When you’re one of the past century’s most productive and decorated artists — 24 studio albums, nine number 1 albums, 23 top ten hits, 60 years of touring experience, at least one knighthood — it’d be understandable if you carried yourself with an air of self-importance and seriousness. That was not the vibe, however, that The Rolling Stones brought to their first Philadelphia show in five years.

The rock legends were loose and lively in front of a densely packed crowd at Lincoln Financial Field last night. Founding members Mick Jagger and Keith Richards mixed it up with longtime guitarist Ronnie Wood, laughing and leaping atop one another around the expansive stage. Jagger gave the Phillies’ recent London exhibition a shoutout as the viral photo of the Phanatic in Tower Guard attire flashed onscreen. (“The Phillies are in London, and you got us,” he joked.) Richards hit a few bum notes in the show-opening moments of “Start Me Up,” shrugged, and riffed onward.

Last year’s Hackney Diamonds, the first Stones’ record in 20 years, was the sound of longtime rockers having a great time in the studio; in XPN’s Best of 2023 MEGA-LIST, our Jim McGuinn said it’s “as fun to listen to as it must have been to make,” and that spirited atmosphere took over The Linc, with the album’s single “Angry” fitting remarkably strongly alongside song-siblings 50+ years its senior.

The Rolling Stones | photo by John Vettese for WXPN

While the energy was buttoned down, the setlist was mostly the tightly-plotted career showcase the band has been doing on this run. It wasn’t without its surprises — “She’s A Rainbow” from Their Satanic Majesties Request was an unexpected treat — but it wasn’t without its occasional misfires either.

The Mick Jagger of 2024 has a propensity, particularly on the longer jams, to play fast and loose with his phrasing — not in a “OMG, did he just forget the lyrics to ‘Sympathy For The Devil'” way (he absolutely knows and nails the words) but more in a “how the heck are you singing this song now, man?” way.  Richards, meanwhile, took lead vocals on a three-song block mid-set when, maybe, one might have sufficed. (“Happy” sounded great, for what it’s worth.) For his part, Wood bopped in and out of the scene with mystique, but when he was on, he was shredding.

The Rolling Stones | photo by John Vettese for WXPN

If it sometimes threatened to get too unwieldy, credit the large coterie of musicians backing the three veteran Stones with keeping the train running. Steve Jordan nobly filled the drum throne of the late great Charlie Watts; Chanelle Haynes’ backing vocals soared, and sent chills down our collective spines on “Gimmie Shelter,” doing a respectable homage to Merry Clayton’s iconic performance on the album. The horn section of Karl Denson, Tim Ries, and Matt Clifford made “You Can’t Always Get What You Want” soar; bassist Daryll Jones, percussionist Bernard Fowler, and keyboardist / backing vocalist Chuck Leavell brought verve and vivacity throughout the night.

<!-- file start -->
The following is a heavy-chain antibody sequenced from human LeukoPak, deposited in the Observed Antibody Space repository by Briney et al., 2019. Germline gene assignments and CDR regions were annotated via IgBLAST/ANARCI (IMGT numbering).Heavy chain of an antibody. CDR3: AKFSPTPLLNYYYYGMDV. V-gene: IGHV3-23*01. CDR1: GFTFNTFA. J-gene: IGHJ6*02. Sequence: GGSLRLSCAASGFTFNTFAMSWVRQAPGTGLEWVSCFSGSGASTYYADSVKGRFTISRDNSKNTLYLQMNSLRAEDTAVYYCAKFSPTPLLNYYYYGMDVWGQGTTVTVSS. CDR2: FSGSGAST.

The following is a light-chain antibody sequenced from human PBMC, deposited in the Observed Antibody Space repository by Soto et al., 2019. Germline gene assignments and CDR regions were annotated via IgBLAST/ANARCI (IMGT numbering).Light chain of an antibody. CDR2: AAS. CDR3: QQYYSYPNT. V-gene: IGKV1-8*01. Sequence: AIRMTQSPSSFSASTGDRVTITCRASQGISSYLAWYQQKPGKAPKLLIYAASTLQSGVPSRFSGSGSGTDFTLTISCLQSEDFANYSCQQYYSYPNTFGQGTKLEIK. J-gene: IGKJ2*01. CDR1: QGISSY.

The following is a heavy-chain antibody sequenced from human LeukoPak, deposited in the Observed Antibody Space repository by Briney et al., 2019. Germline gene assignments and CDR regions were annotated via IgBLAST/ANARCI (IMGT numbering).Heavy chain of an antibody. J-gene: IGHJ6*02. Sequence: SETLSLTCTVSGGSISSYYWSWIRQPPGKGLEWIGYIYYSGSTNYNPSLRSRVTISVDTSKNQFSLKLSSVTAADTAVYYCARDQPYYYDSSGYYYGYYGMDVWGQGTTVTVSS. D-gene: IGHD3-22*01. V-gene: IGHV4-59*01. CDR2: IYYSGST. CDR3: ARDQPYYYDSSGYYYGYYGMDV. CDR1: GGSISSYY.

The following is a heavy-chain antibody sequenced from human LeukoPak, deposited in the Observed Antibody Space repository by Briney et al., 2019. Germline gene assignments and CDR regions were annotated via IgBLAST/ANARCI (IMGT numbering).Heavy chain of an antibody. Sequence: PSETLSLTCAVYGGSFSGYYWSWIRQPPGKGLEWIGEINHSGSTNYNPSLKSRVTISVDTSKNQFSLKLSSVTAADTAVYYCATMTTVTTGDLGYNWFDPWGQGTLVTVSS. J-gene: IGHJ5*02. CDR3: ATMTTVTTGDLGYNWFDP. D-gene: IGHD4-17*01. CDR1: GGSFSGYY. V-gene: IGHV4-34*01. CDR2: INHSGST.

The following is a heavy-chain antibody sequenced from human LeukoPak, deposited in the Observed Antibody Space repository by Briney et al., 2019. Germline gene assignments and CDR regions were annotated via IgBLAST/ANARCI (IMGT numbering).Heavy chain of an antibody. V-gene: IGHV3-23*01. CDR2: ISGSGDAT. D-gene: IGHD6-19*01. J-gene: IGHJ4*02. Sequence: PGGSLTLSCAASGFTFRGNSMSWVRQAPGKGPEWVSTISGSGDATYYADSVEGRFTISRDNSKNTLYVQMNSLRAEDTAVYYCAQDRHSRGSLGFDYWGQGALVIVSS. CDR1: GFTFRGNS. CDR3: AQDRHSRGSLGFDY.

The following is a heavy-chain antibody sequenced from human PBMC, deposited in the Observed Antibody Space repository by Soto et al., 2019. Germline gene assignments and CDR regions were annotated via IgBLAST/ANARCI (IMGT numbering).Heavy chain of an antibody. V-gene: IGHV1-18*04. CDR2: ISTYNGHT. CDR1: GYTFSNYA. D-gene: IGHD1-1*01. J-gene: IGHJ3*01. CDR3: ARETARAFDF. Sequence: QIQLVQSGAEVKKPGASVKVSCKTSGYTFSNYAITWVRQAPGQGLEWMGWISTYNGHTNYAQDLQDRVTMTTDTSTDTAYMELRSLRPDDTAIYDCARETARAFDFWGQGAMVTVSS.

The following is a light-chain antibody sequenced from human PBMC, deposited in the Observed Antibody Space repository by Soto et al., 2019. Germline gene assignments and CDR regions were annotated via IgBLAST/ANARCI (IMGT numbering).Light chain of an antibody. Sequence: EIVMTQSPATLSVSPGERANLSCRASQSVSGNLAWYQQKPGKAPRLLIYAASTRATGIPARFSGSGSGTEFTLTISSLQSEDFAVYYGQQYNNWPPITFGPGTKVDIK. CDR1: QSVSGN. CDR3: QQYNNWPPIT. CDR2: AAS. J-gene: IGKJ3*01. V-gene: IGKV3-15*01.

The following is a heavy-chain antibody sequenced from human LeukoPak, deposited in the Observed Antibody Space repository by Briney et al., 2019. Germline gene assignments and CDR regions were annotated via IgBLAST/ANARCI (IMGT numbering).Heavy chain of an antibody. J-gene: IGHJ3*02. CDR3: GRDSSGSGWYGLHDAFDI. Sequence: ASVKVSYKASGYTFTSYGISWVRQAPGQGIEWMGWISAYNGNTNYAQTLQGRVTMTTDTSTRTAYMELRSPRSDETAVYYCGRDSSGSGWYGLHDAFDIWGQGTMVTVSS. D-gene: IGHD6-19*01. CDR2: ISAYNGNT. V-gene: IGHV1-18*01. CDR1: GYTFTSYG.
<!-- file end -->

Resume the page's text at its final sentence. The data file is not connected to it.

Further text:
The tightness of this crew gave Jagger, Richards, and Wood space to relax and stretch out. And when they locked in and focused on what they do best — Jagger strutting the stage, shaking his hips, and working the stadium crowd, Richards dishing deeply gnarly delta blues inspired riffage, Wood’s playful air — the results were magic.

This coalesced on the massive set centerpiece, a near-10 minute rendition of “Midnight Rambler” from Let It Bleed, where Jagger’s howling harmonica bobbed and wove between wailing licks from Richards and Wood, and the collective backing them brought the energy up and down, back and forth in dynamic waves that left the Linc breathless.

The Rolling Stones | photo by John Vettese for WXPN

“(I Can’t Get No) Satisfaction” sent us all off into the night, and it was as much a delight for the Stones first-timers as it was for the amped-up front-row fans who have been seeing them since the 60s; the band’s first Philadelphia concert was in 1965 at Convention Hall with Herman’s Hermits, as Jagger noted, and if this could be the last time, the band couldn’t have gone out on a higher note.

Check out a gallery of photos from The Rolling Stones’ concert at The Linc below, including a few from the opening set by Icelandic bluesy modern rock five-piece Kaleo. The Hackney Diamonds tour continues this Saturday, June 15th, at Browns Stadium in Cleveland, Ohio, full dates can be found here.

The Rolling Stones
Lincoln Financial Field
  • Start Me Up
  • It's Only Rock 'n' Roll (But I Like It)
  • Let's Spend The Night Together
  • Angry
  • She's A Rainbow
  • Monkey Man
  • Tumbling Dice
  • Mess It Up
  • You Can't Always Get What You Want
  • Tell Me Straight
  • Little T&A
  • Happy
  • Sympathy For The Devil
  • Honky Tonk Woman
  • Midnight Rambler
  • Gimmie Shelter
  • Paint It Black
  • Jumpin' Jack Flash
  • (I Can't Get No) Satisfaction